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This work takes a critical look at the term “Feminist epistemology” as well as their evaluation of the “epistemic terms” Feminist who are trying arguing that the quest for knowledge, which epistemology is centred on, should not be male oriented only, but that the female gender should be given an ear-say in the discus of knowledge. The task of this project is to elucidate on the terms used in epistemology within the view-point of the feminist as opposed to the traditional epistemology. And how these terms have been able to help epistemological attempt to refute or answer the skeptical challenges that nothing can be known for certain. Epistemic terms such as knowledge, justification, truth and falsehood, perception, subjectivism, objectivism, reason e.t.c





History of philosophy make scant mention of women philosophers prior to the twentieth century, For a long time it was assumed that this was due to lack of influential women philosophers. Scholars such as Mary Ellen Waithe suggested that women have been more important in the history of philosophy than is often mentioned1. Before now, women have often been excluded from prestigious area of human activity (for example, politics or science), thereby making these activities seem clearly “male”. Such areas in this 21st century can be said to have been more embracing of the “women folk”, due to the feminist clamour for equality and opportunity to be heard, rather than been sidelined and seen as inferior to men.

Female or women issues have often been at the topmost at both local and international conferences, feminism can be opposed, rejected, criticized but it cannot be ignored like religion there seems to be some amount of passion, emotion and contradiction involved in its debate. Even those who are male centered (male chauvinist) have come to realize the absurdity of not recognizing the validity of the core questions surrounding the issues of feminism. Feminist theory applied to epistemology has resulted in a wide variety of arguments and claims, but common to all of them is the idea that gender is an important (and historically neglected) consideration for the study, critique and reconstruction of epistemology. For feminist epistemologists, traditional western epistemology is endocentric and male-biased. It fails to take women’s experience and perspectives into account.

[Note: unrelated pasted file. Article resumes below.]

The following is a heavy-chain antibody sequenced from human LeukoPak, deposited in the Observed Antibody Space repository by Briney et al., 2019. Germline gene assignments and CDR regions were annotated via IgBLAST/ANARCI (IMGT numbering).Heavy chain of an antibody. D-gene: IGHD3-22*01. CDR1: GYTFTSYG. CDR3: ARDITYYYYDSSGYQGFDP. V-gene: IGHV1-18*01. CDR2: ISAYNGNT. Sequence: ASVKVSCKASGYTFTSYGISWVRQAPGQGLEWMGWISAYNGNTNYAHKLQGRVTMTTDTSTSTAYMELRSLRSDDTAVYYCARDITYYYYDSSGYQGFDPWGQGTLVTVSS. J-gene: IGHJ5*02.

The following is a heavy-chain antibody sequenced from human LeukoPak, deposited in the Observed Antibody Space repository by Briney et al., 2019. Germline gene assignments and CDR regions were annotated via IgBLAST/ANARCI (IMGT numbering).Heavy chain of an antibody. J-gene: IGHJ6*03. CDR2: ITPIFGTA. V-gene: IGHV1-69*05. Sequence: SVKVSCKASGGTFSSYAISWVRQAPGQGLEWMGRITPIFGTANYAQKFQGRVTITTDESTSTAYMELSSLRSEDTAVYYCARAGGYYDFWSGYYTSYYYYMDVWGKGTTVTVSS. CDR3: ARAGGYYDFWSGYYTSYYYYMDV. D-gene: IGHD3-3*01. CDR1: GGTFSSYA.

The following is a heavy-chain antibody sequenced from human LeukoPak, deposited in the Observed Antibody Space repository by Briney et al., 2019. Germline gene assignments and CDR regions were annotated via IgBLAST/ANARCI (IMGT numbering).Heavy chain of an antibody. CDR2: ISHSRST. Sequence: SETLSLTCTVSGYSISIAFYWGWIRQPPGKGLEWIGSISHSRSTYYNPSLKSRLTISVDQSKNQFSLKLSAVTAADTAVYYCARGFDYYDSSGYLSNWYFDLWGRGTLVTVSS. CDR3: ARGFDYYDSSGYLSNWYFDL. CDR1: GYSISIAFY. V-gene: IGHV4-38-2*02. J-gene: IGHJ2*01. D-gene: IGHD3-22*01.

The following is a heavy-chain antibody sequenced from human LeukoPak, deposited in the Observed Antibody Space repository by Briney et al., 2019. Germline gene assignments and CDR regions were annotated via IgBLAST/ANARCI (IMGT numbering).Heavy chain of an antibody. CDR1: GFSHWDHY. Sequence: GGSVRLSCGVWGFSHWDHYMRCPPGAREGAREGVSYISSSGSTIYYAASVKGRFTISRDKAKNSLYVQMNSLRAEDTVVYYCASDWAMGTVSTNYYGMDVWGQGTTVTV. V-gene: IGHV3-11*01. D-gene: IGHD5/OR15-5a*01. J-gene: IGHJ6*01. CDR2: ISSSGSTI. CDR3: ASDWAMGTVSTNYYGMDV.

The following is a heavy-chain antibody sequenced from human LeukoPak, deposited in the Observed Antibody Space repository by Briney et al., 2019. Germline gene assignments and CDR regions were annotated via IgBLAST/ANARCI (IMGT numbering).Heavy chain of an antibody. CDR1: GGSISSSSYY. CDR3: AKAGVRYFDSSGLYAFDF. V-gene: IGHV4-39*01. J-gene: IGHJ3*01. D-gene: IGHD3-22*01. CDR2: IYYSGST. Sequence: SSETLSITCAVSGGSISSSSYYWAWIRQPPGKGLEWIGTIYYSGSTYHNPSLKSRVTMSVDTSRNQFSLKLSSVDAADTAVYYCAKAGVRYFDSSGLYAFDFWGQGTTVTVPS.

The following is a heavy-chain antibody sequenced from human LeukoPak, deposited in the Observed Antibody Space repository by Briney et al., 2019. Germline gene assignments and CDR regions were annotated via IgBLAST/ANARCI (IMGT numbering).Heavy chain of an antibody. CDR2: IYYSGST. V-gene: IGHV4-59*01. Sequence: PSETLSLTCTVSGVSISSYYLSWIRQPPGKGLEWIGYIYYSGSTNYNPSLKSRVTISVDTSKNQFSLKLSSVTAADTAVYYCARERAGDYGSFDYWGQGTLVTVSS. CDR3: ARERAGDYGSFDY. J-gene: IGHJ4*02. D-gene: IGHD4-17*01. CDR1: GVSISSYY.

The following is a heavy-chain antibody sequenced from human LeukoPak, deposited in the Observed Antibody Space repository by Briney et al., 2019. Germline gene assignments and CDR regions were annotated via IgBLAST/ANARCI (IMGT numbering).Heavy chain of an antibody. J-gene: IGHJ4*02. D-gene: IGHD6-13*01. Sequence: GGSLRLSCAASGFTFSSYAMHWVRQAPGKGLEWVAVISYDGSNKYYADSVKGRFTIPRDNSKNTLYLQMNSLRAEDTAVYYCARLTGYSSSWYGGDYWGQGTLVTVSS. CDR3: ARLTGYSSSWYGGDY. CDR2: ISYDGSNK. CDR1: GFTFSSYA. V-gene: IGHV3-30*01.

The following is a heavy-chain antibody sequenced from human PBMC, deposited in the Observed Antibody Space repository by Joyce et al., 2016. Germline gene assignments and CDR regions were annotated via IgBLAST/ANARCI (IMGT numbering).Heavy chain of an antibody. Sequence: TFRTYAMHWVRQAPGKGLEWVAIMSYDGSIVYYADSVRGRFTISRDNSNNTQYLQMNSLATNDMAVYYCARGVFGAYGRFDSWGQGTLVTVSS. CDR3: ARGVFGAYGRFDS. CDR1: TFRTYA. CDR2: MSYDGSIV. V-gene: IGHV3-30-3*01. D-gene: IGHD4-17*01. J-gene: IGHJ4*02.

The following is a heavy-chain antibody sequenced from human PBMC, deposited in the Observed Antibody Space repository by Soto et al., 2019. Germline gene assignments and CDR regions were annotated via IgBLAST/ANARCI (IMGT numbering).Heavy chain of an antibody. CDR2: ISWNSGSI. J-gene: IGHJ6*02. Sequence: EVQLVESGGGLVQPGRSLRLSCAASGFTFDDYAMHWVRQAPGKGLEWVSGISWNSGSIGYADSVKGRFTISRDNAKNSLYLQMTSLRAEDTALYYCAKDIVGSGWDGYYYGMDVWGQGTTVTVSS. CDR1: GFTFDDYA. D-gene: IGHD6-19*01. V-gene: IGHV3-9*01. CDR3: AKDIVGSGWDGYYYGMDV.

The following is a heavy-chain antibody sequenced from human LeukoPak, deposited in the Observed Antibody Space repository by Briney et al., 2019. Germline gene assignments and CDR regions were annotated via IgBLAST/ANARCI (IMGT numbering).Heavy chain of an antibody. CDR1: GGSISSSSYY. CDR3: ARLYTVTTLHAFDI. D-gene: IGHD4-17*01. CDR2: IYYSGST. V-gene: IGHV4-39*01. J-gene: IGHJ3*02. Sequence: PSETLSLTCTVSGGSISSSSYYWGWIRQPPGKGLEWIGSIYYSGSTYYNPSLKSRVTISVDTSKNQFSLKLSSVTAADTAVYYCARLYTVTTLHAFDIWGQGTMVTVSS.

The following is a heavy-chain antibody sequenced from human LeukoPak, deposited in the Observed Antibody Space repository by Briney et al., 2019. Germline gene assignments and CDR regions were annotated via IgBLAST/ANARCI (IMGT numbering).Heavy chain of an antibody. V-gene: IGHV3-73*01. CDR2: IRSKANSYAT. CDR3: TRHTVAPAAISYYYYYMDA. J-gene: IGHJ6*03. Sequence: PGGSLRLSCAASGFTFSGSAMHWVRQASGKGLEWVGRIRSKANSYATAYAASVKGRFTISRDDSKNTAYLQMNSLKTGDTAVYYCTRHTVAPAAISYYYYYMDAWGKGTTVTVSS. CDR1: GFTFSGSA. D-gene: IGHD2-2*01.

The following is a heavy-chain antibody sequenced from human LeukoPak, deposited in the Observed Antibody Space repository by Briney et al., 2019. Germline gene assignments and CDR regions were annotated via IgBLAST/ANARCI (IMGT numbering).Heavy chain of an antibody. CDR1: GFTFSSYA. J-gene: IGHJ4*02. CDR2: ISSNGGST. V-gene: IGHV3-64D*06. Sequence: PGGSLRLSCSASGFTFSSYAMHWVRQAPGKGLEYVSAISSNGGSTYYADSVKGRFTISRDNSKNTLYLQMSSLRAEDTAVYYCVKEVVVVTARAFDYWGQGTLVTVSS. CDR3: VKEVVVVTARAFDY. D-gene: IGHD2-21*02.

Due to the existence of male domination, male norms have become dominant norms and been regarded as objective and universal standards for all. As such women’s was of thinking and knowing have been considered as something inferior and invalid2. Due to this fact of traditional Western epistemology been male-centered, feminist epistemologists have share the view that it is inadequate, as knowledge is meant to be seen in a pure, abstract, universal way, detached from gender, social class and other important differences. Although, among feminist epistemologists there are disagreements on whether there are uniform women’s way of knowing in the global sphere, to what extent traditional Western epistemology is male-biased, and whether some ways of knowing are shared by both genders, but all feminist epistemology is gender-biased and that feminist criticisms of it will significantly contribute to the improvement of theories of knowledge3. As such for them, traditional epistemology is not a true representation of human unbiased epistemology. It is to critically evaluate the above and their (feminist epistemologists) view on some of the epistemic terms that this project is being carried out and also to acknowledge the contributions of at least some women to the history of philosophy (epistemology).